One way to think about successful co-operation among individuals managing a common resource is that they have played a game that allows a winwin solution, rather than the zero-sum games with which game theory originated. We are to imagine two individuals who are held as prisoners in separate cells, unable to communicate, and accused of being partners in a crime.

An agent would gain the maximum pay-off say, five tokens by defecting while the other agent loyally co-operated and for this loyalty received zero tokens. On the other hand, if both agents co-operated, they would achieve a win-win outcome in which each got three tokens. Finally, if both agents simultaneously defected, each would gain a single token.

The win-win outcome would be sufficient for a satisficing agent, whereas an optimising agent would play for a maximum gain. Indeed, according to rational choice theory each player should defect, hypnotised by the prospect of gaining a maximal payoff if the other agent turned out to be a sucker, and in reality gaining one token because all the agents are equally selfish or so the theory supposes.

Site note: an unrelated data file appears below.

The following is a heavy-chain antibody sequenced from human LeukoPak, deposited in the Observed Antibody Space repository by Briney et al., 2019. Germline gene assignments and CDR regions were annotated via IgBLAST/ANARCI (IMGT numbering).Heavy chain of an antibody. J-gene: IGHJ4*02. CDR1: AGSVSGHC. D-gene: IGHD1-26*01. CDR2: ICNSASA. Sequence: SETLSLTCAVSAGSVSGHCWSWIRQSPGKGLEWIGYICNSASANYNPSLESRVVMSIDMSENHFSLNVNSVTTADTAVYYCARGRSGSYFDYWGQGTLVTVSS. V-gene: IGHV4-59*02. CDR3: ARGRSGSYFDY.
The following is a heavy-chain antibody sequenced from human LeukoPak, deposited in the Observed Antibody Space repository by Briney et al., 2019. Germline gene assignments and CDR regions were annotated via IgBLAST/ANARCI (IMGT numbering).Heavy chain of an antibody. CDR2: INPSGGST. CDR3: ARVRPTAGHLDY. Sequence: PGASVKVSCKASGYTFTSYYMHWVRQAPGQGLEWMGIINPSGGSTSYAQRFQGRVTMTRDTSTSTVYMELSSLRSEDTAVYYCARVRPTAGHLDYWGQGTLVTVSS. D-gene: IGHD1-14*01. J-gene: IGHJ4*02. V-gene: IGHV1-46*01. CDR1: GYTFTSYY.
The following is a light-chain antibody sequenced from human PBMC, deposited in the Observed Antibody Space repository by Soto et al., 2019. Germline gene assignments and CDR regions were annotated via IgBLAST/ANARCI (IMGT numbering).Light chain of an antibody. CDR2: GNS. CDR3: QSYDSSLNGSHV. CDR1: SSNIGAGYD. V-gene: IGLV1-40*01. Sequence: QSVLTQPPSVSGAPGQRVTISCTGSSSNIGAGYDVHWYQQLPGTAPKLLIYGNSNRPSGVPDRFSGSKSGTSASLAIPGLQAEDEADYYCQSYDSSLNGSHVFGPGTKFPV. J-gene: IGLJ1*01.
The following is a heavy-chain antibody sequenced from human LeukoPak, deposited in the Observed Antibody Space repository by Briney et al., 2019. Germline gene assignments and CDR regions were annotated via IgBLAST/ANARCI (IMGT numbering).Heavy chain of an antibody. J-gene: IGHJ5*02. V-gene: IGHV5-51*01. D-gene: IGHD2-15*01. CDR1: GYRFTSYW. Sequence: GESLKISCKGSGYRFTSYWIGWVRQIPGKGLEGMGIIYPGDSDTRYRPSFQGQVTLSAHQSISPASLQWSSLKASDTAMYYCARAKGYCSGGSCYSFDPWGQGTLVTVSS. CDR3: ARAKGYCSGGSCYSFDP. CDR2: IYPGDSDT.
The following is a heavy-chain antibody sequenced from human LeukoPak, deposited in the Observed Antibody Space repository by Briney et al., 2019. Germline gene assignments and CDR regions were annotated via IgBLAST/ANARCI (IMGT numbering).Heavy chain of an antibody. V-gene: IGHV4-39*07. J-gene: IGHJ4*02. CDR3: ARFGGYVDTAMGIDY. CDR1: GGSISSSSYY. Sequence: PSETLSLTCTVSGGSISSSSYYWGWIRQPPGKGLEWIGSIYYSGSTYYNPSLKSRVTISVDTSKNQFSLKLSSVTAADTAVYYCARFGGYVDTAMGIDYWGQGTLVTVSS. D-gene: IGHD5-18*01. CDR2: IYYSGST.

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The winning program was that submitted by none other than Anatol Rapoport, and it did not cynically defect at every opportunity. Instead the program implemented a simple tit-for-tat strategy, which began by attempting to co-operate and thereafter mimicked the decision made by the opponent in the previous round. If the tit-for-tat strategy is pitted against an opponent who begins by co-operating, it continues to co-operate in the next round. If it plays against an opponent who defects, it defects in the next round, and continues to do so until the opponent co-operates.

The winning strategy, therefore, was not the greedy strategy of maximising personal gain but a strategy that was prepared to co-operate as long as the other agent also co-operated and that punished a failure to co-operate. The tit-for-tat strategy may be viewed as an agent content to satisfice but not content to be a sucker.